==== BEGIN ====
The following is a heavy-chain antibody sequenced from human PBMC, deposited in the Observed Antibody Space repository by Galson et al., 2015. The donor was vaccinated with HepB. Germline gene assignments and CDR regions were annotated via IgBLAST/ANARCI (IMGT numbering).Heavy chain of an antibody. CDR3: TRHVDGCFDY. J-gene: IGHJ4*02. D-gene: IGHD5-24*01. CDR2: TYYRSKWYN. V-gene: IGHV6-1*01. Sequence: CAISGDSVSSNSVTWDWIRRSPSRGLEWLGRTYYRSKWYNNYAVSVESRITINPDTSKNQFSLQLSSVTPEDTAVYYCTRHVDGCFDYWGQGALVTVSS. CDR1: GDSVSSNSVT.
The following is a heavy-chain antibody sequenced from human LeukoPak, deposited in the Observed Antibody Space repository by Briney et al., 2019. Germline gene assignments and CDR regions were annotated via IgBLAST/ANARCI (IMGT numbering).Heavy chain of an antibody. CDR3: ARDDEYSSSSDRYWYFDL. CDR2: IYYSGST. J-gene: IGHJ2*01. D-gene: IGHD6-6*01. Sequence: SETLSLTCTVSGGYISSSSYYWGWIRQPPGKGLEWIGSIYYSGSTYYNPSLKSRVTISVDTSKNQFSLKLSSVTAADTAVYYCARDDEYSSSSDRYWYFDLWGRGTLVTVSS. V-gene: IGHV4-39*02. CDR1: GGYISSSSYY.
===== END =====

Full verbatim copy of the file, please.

The following is a heavy-chain antibody sequenced from human PBMC, deposited in the Observed Antibody Space repository by Galson et al., 2015. The donor was vaccinated with HepB. Germline gene assignments and CDR regions were annotated via IgBLAST/ANARCI (IMGT numbering).Heavy chain of an antibody. CDR3: TRHVDGCFDY. J-gene: IGHJ4*02. D-gene: IGHD5-24*01. CDR2: TYYRSKWYN. V-gene: IGHV6-1*01. Sequence: CAISGDSVSSNSVTWDWIRRSPSRGLEWLGRTYYRSKWYNNYAVSVESRITINPDTSKNQFSLQLSSVTPEDTAVYYCTRHVDGCFDYWGQGALVTVSS. CDR1: GDSVSSNSVT.
The following is a heavy-chain antibody sequenced from human LeukoPak, deposited in the Observed Antibody Space repository by Briney et al., 2019. Germline gene assignments and CDR regions were annotated via IgBLAST/ANARCI (IMGT numbering).Heavy chain of an antibody. CDR3: ARDDEYSSSSDRYWYFDL. CDR2: IYYSGST. J-gene: IGHJ2*01. D-gene: IGHD6-6*01. Sequence: SETLSLTCTVSGGYISSSSYYWGWIRQPPGKGLEWIGSIYYSGSTYYNPSLKSRVTISVDTSKNQFSLKLSSVTAADTAVYYCARDDEYSSSSDRYWYFDLWGRGTLVTVSS. V-gene: IGHV4-39*02. CDR1: GGYISSSSYY.